a season in albuquerque


When I was young and stuck to the television I used to wonder why Bugs Bunny always made the wrong turn at Albuquerque, or Albakoykee, as he would say it. How can you end up so incredibly lost by dint of one wrong turn at one city in New Mexico? And then there was the disturbingly barren or surreal look of the landscapes where he popped up for a look at the map. No matter where he emerged, Bugs seemed to wander into desert (or ice, in one case). Maybe loose sand is the path of least resistance when you're traveling underground.

It never occurred to me wonder where Bugs Bunny meant to go. I have vague memories of him playing the obnoxious tourist, but it always seemed like a scam to me, a faux-naive invitation to lure belligerent locals to their doom. He'd march up to a cartoon strongman or palace eunuch and ask for directions to Las Vegas, but I never believed, not for a second, that Bugs Bunny was actually lost. His home is his warren, and his warren comprises all the tunnels dug and undug that snake beneath the ground, some in progress, some pending. Just as you or I would add a room or knock down a wall, Bugs Bunny digs a tunnel. His digging isn't exploration; it's expansion.

So what exactly is Albuquerque? After all, there's only so many times you can pass through there until you figure out your basic mistake. My guess is that it's the last moral reference point, a landmark where a left turn takes you to your expected destination, but any other course of action lands you in a cartoon universe of upended physics and random violence. This is the place where hunters, bulls and blowhards prowl the landscape, waiting to take out their inexplicable rages on the ones who turned right at Albuquerque. Faced with these predators, Bugs adds to the moral map by kicking their asses in the most humiliating and smart-ass manner possible.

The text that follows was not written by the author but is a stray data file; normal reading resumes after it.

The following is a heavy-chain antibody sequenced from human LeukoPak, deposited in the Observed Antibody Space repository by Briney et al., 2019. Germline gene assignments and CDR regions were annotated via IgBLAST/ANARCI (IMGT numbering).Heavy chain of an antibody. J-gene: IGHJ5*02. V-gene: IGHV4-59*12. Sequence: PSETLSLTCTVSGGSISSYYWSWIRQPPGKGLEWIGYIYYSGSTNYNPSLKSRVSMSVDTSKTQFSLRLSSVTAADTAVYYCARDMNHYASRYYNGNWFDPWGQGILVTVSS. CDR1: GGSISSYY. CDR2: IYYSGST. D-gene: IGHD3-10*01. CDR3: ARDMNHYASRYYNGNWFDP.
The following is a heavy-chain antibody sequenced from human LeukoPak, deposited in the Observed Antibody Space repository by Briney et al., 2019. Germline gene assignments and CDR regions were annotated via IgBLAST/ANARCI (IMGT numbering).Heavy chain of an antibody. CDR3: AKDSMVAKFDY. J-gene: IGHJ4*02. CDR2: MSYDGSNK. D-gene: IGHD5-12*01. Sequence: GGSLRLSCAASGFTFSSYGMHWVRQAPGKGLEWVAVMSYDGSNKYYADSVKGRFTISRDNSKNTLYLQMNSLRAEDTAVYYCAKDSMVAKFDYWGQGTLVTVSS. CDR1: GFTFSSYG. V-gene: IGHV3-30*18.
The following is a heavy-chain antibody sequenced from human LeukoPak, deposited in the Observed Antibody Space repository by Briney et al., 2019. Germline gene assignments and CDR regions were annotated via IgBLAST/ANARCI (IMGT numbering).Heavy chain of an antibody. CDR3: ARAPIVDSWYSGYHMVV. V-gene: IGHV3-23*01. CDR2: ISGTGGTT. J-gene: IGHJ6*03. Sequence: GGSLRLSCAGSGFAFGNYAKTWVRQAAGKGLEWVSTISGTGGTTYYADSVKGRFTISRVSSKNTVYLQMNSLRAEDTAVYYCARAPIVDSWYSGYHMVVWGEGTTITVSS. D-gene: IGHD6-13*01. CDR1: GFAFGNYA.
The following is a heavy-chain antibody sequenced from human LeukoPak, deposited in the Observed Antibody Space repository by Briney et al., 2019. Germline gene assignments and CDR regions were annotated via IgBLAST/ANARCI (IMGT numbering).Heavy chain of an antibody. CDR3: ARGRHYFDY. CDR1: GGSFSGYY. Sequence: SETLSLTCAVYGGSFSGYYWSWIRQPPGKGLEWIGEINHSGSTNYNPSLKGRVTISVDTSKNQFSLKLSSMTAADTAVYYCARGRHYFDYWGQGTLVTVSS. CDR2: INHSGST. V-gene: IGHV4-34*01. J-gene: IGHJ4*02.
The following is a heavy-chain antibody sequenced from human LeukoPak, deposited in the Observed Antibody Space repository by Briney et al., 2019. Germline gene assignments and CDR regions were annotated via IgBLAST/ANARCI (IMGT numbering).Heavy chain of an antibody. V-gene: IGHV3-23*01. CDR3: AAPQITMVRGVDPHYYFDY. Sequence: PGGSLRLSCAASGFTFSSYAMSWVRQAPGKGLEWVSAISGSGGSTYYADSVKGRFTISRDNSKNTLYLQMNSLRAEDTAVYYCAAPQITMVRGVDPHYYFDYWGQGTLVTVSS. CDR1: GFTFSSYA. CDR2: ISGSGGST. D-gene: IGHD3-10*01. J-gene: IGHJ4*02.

There are plenty of sources that find in Bugs Bunny's tricksterish behaviour a note of anarchism and chaotic fecundity, but he always struck me as a bit conservative. Bugs Bunny dresses in drag, smacks his enemies with anvils and escapes death by a whisker, but his quicksilver violence always imparts a cautionary moral lesson. He edifies as he bewilders, attacks as he defends, dominates as he plays the underdog. He tames his enemies, which is a weird job for a rabbit, but it somehow seems appropriate that Bugs Bunny, who in the real world would be relegated to the forked fates of cage or pot, should run around the world teaching foreigners to behave. The patriotic cartoons of the early '40s (Bugs Bunny Nips the Nips, anyone?) show his conservative, Manifest Destiny streak in full force. My advice to you, if you find yourself buying a condo somewhere to the right of Albuquerque, is to keep your head down and be nice to the wise-cracking rabbit when he sidles on up and mockingly calls you Doc.